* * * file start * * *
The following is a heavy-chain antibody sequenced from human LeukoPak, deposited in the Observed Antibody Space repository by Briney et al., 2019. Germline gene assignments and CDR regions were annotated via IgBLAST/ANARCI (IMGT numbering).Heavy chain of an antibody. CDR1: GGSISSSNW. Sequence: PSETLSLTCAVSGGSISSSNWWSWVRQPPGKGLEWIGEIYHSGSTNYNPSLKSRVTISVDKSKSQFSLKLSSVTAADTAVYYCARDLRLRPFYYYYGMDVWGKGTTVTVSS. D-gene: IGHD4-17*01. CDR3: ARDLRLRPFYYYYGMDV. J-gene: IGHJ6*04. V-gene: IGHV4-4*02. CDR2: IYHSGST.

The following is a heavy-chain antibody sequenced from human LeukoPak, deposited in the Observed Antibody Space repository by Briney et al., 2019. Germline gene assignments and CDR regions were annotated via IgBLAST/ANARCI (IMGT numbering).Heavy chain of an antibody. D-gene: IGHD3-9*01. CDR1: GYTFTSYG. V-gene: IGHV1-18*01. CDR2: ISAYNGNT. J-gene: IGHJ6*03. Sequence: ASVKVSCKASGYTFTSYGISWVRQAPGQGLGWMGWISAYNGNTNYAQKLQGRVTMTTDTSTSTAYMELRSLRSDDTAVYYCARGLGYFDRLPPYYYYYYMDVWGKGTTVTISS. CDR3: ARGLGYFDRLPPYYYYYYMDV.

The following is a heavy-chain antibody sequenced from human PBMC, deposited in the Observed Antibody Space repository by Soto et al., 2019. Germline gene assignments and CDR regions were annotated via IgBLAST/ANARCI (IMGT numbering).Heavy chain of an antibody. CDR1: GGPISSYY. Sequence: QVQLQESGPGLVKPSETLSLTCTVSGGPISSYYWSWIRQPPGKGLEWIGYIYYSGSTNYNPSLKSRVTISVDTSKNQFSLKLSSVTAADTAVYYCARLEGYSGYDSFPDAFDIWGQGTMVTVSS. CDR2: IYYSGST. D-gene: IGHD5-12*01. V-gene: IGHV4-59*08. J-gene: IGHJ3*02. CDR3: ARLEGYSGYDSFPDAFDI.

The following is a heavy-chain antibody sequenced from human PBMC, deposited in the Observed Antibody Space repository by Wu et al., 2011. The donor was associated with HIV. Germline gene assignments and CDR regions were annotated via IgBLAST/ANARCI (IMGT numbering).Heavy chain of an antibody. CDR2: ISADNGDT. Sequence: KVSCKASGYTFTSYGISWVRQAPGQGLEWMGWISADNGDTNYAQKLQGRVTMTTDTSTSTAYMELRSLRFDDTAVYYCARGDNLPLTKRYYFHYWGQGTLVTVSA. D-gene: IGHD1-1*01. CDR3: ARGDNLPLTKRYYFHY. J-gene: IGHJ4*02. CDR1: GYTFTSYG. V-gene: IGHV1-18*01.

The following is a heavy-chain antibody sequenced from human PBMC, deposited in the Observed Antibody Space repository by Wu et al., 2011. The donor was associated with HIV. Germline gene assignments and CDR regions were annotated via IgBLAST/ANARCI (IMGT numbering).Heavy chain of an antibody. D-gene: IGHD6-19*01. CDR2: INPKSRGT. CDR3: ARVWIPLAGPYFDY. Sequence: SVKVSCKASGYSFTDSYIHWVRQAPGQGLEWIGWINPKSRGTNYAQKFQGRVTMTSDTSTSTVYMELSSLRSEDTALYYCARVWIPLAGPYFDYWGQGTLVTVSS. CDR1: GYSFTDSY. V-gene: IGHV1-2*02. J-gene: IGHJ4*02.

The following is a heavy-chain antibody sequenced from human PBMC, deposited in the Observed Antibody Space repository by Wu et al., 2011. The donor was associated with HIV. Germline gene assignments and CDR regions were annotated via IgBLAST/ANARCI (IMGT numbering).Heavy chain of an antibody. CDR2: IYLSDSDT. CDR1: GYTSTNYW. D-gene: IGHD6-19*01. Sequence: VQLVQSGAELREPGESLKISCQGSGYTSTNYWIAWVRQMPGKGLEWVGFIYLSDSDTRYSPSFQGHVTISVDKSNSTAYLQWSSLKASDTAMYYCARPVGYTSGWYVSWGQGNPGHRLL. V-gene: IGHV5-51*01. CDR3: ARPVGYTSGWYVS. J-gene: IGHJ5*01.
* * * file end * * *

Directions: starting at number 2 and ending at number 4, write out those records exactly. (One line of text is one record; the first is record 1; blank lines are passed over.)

The following is a heavy-chain antibody sequenced from human LeukoPak, deposited in the Observed Antibody Space repository by Briney et al., 2019. Germline gene assignments and CDR regions were annotated via IgBLAST/ANARCI (IMGT numbering).Heavy chain of an antibody. D-gene: IGHD3-9*01. CDR1: GYTFTSYG. V-gene: IGHV1-18*01. CDR2: ISAYNGNT. J-gene: IGHJ6*03. Sequence: ASVKVSCKASGYTFTSYGISWVRQAPGQGLGWMGWISAYNGNTNYAQKLQGRVTMTTDTSTSTAYMELRSLRSDDTAVYYCARGLGYFDRLPPYYYYYYMDVWGKGTTVTISS. CDR3: ARGLGYFDRLPPYYYYYYMDV.

The following is a heavy-chain antibody sequenced from human PBMC, deposited in the Observed Antibody Space repository by Soto et al., 2019. Germline gene assignments and CDR regions were annotated via IgBLAST/ANARCI (IMGT numbering).Heavy chain of an antibody. CDR1: GGPISSYY. Sequence: QVQLQESGPGLVKPSETLSLTCTVSGGPISSYYWSWIRQPPGKGLEWIGYIYYSGSTNYNPSLKSRVTISVDTSKNQFSLKLSSVTAADTAVYYCARLEGYSGYDSFPDAFDIWGQGTMVTVSS. CDR2: IYYSGST. D-gene: IGHD5-12*01. V-gene: IGHV4-59*08. J-gene: IGHJ3*02. CDR3: ARLEGYSGYDSFPDAFDI.

The following is a heavy-chain antibody sequenced from human PBMC, deposited in the Observed Antibody Space repository by Wu et al., 2011. The donor was associated with HIV. Germline gene assignments and CDR regions were annotated via IgBLAST/ANARCI (IMGT numbering).Heavy chain of an antibody. CDR2: ISADNGDT. Sequence: KVSCKASGYTFTSYGISWVRQAPGQGLEWMGWISADNGDTNYAQKLQGRVTMTTDTSTSTAYMELRSLRFDDTAVYYCARGDNLPLTKRYYFHYWGQGTLVTVSA. D-gene: IGHD1-1*01. CDR3: ARGDNLPLTKRYYFHY. J-gene: IGHJ4*02. CDR1: GYTFTSYG. V-gene: IGHV1-18*01.